Southall And Brent Revisited (SABRE) tri-ethnic study: how diabetes increases the risk of heart failure, dementia, heart attack and stroke

Consequences of ethnic differences in cardiometabolic disease in older age: the Southall And Brent Revisited (SABRE) tri-ethnic population cohort

Nish Chaturvedi (lead researcher)

University College London

Start date: 01 July 2015 (Duration 5 years)

Patients with diabetes have a higher chance of later having heart failure, dementia, heart attacks, or strokes compared with people who don’t have diabetes. The exact reasons for this are unknown. With an ageing population, diabetes is becoming increasingly common. About half of people of South Asian or African Caribbean ethnic origin will have diabetes by 80 years old, as will a fifth of Europeans. Researchers have not yet been able to totally unravel why heart disease risk is particularly high in some ethnicities compared with others. Professor Nish Chaturvedi and colleagues are hoping to find some answers from a population-based study. They have been awarded nearly £2million from BHF over five years to study nearly 2,000 men and women over 65 of South Asian and African Caribbean origin. These individuals were first invited to participate in a health study in 1988. Since then they have been studied to gain information about their disease risk. A group of people of European origin have also been followed over this period for comparison. Now some of these individuals are being recalled by Professor Chaturvedi’s team to identify those that have risk factors or early signs of cognitive decline, diabetes and heart disease. They will analyse the data to try to find any patterns that may increase heart disease risk. These include factors such as gender, as well as ethnicity. The team’s findings will help early diagnosis and treatment of heart disease– especially in patients with diabetes and those of South Asian or African Caribbean origin.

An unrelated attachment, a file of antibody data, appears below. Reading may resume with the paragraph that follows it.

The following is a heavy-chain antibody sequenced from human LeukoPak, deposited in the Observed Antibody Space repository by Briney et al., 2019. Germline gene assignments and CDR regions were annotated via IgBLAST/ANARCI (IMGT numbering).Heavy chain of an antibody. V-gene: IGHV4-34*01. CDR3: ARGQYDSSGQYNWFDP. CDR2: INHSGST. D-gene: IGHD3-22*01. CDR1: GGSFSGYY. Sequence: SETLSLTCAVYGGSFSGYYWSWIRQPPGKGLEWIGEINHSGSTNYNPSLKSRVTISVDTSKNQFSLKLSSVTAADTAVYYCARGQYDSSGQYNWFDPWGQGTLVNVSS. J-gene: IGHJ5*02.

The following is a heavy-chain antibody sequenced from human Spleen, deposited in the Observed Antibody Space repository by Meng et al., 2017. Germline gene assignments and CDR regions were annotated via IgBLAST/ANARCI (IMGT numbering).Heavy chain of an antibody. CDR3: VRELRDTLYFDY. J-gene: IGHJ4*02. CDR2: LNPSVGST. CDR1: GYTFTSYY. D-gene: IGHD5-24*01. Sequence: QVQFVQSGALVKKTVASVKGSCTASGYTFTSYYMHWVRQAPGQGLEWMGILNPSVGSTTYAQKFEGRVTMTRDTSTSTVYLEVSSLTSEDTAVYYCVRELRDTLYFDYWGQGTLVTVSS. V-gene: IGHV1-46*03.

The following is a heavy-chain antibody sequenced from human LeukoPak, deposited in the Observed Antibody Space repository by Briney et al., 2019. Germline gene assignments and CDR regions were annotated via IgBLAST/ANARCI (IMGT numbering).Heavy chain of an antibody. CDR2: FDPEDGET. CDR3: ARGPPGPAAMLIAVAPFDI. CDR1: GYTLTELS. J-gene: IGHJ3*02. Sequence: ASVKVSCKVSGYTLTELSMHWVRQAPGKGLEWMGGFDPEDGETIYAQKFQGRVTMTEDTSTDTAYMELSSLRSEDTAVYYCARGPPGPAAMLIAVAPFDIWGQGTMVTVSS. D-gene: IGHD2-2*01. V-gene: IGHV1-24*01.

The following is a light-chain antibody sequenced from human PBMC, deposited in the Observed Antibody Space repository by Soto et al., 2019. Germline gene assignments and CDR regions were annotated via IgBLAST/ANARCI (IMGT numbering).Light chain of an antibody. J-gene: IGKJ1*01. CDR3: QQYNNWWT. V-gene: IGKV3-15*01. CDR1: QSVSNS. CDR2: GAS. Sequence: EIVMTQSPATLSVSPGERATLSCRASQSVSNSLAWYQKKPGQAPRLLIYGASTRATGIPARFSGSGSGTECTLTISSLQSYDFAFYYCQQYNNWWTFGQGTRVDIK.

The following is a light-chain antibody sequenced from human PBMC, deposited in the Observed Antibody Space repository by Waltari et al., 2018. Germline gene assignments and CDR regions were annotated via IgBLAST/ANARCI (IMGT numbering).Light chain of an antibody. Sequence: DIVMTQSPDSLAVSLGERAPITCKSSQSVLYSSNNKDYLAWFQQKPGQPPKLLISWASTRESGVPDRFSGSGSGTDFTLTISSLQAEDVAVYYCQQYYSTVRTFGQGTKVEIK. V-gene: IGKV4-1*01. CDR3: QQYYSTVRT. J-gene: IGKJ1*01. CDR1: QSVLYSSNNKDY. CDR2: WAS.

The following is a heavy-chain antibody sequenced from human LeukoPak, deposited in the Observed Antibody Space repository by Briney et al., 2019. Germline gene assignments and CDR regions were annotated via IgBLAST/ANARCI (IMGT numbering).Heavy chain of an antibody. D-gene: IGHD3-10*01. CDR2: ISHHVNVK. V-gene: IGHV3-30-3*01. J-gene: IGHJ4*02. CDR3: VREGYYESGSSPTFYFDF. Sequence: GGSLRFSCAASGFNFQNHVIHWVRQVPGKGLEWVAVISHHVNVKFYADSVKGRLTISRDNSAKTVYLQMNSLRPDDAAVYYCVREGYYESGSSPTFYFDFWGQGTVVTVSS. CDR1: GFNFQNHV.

Project details

Grant amount £1,864,306
Grant type Clinical Study
Start Date 01 July 2015
Duration 5 years
Reference CS/13/1/30327
Status In progress

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